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DEPARTMENT OF THE NAVY -- NAVAL HISTORY AND HERITAGE COMMAND
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Beauregard

 

(Sch: t. 101; s. 7 k.; cpl. 40; a. 1 24-pdr. rifle)

 

C. S. privateer brig Beauregard, formerly the schooner Priscilla C. Ferguson, owned by a group headed by A. F. W. Abrams of Charleston, S.C., was commissioned there 14 October 1861. She sailed short in complement on 5 November, commanded by Capt. Gilbert Hay as master, with two lieutenants, a purser and 23 seamen. Beauregard ran the blockade unobserved, although reported 24 October by a Northern shipmaster to Secretary of the Navy Welles in Washington as fitting out at Charleston along with Dixie, destined for longer life as a privateer than Beauregard.

 

One week out of home port, Captain Hay was surprised in the Bahama Channel by U.S. bark W. G. Anderson, Lt. William C. Rogers, whose attention was attracted to the schooner when only 4 miles off by "many men on her decks." Rogers overhauled Beauregard after a 2-hour chase and recorded that Hay "brought a letter of marque from J. Davis which he surrendered with his vessel. We put a prize master and crew on board and transferred the prisoners to our ship. * * * On boarding her the crew * * * committed all the destruction they could, throwing overboard the arms and ammunition, spiking the gun, and cutting the sails and rigging to pieces. She was otherwise in bad order and poorly found. * * * Took prisoners and vessel to Key West." Arrived there the 19th, the $15,000 Beauregard was in due course condemned by the prize court, sold to the U.S. Navy for $1,810 on 24 February 1862 and, name unchanged, ably served Flag Officer McKean thereafter in the Eastern Gulf Blockading Squadron.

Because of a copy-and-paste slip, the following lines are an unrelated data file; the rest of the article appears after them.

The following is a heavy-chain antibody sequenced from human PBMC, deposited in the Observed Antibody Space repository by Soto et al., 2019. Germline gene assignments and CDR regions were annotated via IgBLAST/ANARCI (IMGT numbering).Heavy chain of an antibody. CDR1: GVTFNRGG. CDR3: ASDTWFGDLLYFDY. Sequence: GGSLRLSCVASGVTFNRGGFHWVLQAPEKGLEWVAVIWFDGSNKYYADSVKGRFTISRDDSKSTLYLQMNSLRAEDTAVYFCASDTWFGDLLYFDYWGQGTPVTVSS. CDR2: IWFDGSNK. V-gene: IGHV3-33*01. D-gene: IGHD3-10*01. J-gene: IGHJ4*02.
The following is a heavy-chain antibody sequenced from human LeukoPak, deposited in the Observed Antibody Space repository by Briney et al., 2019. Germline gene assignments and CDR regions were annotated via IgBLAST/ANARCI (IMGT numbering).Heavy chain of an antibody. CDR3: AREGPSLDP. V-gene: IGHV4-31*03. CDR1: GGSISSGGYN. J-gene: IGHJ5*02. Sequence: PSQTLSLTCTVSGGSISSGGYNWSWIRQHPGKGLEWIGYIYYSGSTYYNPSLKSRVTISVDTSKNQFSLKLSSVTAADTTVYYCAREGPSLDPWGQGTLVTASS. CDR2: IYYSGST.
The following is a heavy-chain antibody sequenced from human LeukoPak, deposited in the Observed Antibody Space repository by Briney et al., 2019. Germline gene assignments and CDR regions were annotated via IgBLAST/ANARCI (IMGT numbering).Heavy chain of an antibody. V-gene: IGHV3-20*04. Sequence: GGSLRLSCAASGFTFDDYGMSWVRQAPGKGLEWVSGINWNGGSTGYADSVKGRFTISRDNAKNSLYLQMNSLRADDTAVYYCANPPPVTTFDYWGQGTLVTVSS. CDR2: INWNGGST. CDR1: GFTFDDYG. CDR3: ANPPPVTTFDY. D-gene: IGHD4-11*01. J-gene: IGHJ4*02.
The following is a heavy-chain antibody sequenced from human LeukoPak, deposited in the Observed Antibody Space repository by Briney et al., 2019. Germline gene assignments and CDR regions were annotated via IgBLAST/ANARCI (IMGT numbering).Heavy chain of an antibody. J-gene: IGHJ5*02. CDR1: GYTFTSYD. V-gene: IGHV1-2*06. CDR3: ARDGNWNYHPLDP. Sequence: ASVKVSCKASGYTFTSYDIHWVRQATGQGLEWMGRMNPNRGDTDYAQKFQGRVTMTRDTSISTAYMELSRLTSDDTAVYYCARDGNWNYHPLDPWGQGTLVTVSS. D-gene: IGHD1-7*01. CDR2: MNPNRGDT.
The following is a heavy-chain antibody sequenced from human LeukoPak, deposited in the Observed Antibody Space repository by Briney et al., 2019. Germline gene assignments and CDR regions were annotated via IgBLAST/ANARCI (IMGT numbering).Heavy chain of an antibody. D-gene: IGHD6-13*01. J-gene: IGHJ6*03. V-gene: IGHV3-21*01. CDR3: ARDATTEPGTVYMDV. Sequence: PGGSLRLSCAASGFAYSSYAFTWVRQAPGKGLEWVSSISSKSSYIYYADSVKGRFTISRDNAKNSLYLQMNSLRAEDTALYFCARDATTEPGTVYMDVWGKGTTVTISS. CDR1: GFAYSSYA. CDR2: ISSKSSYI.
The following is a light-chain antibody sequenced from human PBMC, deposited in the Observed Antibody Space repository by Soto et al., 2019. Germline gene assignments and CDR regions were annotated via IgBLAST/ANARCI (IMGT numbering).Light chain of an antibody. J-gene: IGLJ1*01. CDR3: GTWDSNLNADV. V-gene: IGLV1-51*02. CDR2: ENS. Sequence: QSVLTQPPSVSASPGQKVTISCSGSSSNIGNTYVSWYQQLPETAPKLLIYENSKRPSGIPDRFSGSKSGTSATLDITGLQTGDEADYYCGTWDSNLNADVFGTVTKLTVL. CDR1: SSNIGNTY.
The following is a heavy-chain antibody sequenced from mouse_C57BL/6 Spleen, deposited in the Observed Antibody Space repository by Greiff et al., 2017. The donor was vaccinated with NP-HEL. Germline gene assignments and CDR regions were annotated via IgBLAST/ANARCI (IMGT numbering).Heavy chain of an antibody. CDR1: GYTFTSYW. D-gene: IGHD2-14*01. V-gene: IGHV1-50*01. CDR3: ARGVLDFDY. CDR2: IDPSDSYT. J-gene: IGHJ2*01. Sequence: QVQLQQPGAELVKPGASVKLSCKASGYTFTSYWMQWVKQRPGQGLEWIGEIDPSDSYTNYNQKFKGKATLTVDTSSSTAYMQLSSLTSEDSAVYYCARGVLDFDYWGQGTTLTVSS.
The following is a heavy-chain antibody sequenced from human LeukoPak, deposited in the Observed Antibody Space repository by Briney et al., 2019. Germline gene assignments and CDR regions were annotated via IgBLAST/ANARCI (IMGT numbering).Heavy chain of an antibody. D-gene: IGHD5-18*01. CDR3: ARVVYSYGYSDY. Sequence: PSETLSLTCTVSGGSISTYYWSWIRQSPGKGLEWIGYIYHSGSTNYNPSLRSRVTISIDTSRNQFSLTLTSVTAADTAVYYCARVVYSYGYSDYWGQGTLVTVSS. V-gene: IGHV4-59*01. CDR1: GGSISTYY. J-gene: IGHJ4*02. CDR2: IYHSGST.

(SwStr)

 

Certain references to CSN transport Beauregard in official documents where area of operation is not specified, are difficult to separate from those pertaining to the larger C.S. Army steamer of the same name plying the western rivers. Apparently an old vessel whose former name has not been preserved, she was operated by the C.S. Navy carrying troops, guns and munitions along the Georgia and South Carolina coasts. From November 1861 or earlier until Savannah fell, 21 December 1864, it is frequently noted that her services were much in demand, although neither their nature nor her particulars are precisely described. Her last known assignment, along with General Lee and Jeff Davis, was to tow the floating battery Georgia to a better position. Less than 2 weeks later she and General Lee were both captured by General Sherman's forces entering Savannah.

 

(Sch)

 

C.S. Schooner Beauregard is several times referred to in Confederate records as "one of our transports," moving cargo for both Navy and Army along the Virginia-North Carolina coast early in 1862. On 4 May Capt. J. Milligan, CSA, Signal Officer at Norfolk, reported to Richmond, "Schooner Beauregard, bound from City Point to Norfolk with a cargo of coal for the Virginia, was burned by the enemy off Ragged Island this morning at 2 a.m. * * *"

 

(Str)

 

Official references as early as March 1864 indicate C.S. Army steamer Beauregard had been for some time an outstanding unit of the western river fleet serving the Confederate Army's Quartermaster Department. On 22 March she is mentioned as "the most valuable boat" transporting cannon and ammunition from Grand Ecore to Shreveport, La. She and steamers General Quitman and Countess moved two divisions of infantry, cavalry and artillery across the Red River in mid-April 1865. Maj. Gen. F. J. Herron, USA, found her with the pump boat Champion at Mound City, 6 June, and took possession of both.